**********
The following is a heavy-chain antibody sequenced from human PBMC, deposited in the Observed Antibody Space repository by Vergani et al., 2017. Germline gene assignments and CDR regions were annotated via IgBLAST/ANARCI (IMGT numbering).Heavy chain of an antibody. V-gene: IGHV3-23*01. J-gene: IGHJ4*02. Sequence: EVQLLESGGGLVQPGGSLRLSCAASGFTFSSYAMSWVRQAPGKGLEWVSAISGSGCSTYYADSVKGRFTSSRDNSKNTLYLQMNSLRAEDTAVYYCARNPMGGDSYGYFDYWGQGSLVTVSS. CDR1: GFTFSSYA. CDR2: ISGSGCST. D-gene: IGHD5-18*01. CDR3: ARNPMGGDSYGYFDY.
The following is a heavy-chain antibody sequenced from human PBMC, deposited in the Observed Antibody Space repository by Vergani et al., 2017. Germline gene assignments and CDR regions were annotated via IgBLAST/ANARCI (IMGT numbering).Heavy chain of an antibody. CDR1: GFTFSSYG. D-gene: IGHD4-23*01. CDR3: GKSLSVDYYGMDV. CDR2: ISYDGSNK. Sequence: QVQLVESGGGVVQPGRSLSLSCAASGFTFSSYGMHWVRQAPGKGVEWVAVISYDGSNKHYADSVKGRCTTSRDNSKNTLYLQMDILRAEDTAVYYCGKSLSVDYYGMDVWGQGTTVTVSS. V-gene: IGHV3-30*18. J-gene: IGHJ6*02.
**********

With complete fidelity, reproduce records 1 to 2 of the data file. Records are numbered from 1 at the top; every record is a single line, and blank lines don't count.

The following is a heavy-chain antibody sequenced from human PBMC, deposited in the Observed Antibody Space repository by Vergani et al., 2017. Germline gene assignments and CDR regions were annotated via IgBLAST/ANARCI (IMGT numbering).Heavy chain of an antibody. V-gene: IGHV3-23*01. J-gene: IGHJ4*02. Sequence: EVQLLESGGGLVQPGGSLRLSCAASGFTFSSYAMSWVRQAPGKGLEWVSAISGSGCSTYYADSVKGRFTSSRDNSKNTLYLQMNSLRAEDTAVYYCARNPMGGDSYGYFDYWGQGSLVTVSS. CDR1: GFTFSSYA. CDR2: ISGSGCST. D-gene: IGHD5-18*01. CDR3: ARNPMGGDSYGYFDY.
The following is a heavy-chain antibody sequenced from human PBMC, deposited in the Observed Antibody Space repository by Vergani et al., 2017. Germline gene assignments and CDR regions were annotated via IgBLAST/ANARCI (IMGT numbering).Heavy chain of an antibody. CDR1: GFTFSSYG. D-gene: IGHD4-23*01. CDR3: GKSLSVDYYGMDV. CDR2: ISYDGSNK. Sequence: QVQLVESGGGVVQPGRSLSLSCAASGFTFSSYGMHWVRQAPGKGVEWVAVISYDGSNKHYADSVKGRCTTSRDNSKNTLYLQMDILRAEDTAVYYCGKSLSVDYYGMDVWGQGTTVTVSS. V-gene: IGHV3-30*18. J-gene: IGHJ6*02.